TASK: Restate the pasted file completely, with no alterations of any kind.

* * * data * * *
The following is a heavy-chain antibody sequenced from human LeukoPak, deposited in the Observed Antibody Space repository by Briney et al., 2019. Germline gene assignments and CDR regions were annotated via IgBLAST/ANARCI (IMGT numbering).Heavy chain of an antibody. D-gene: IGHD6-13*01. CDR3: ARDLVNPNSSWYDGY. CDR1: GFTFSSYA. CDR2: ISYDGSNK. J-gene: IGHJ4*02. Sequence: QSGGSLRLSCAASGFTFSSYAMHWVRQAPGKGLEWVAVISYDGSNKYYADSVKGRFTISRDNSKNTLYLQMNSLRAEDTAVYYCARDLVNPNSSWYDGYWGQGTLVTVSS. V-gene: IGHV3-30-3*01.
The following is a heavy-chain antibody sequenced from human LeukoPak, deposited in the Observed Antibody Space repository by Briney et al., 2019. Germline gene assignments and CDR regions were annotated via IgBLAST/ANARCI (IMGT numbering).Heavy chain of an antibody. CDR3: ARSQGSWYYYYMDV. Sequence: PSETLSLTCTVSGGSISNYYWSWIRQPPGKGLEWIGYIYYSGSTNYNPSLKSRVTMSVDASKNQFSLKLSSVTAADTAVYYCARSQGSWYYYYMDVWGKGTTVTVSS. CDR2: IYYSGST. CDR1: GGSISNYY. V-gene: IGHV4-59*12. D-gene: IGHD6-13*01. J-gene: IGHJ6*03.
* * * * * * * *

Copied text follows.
The following is a heavy-chain antibody sequenced from human LeukoPak, deposited in the Observed Antibody Space repository by Briney et al., 2019. Germline gene assignments and CDR regions were annotated via IgBLAST/ANARCI (IMGT numbering).Heavy chain of an antibody. D-gene: IGHD6-13*01. CDR3: ARDLVNPNSSWYDGY. CDR1: GFTFSSYA. CDR2: ISYDGSNK. J-gene: IGHJ4*02. Sequence: QSGGSLRLSCAASGFTFSSYAMHWVRQAPGKGLEWVAVISYDGSNKYYADSVKGRFTISRDNSKNTLYLQMNSLRAEDTAVYYCARDLVNPNSSWYDGYWGQGTLVTVSS. V-gene: IGHV3-30-3*01.
The following is a heavy-chain antibody sequenced from human LeukoPak, deposited in the Observed Antibody Space repository by Briney et al., 2019. Germline gene assignments and CDR regions were annotated via IgBLAST/ANARCI (IMGT numbering).Heavy chain of an antibody. CDR3: ARSQGSWYYYYMDV. Sequence: PSETLSLTCTVSGGSISNYYWSWIRQPPGKGLEWIGYIYYSGSTNYNPSLKSRVTMSVDASKNQFSLKLSSVTAADTAVYYCARSQGSWYYYYMDVWGKGTTVTVSS. CDR2: IYYSGST. CDR1: GGSISNYY. V-gene: IGHV4-59*12. D-gene: IGHD6-13*01. J-gene: IGHJ6*03.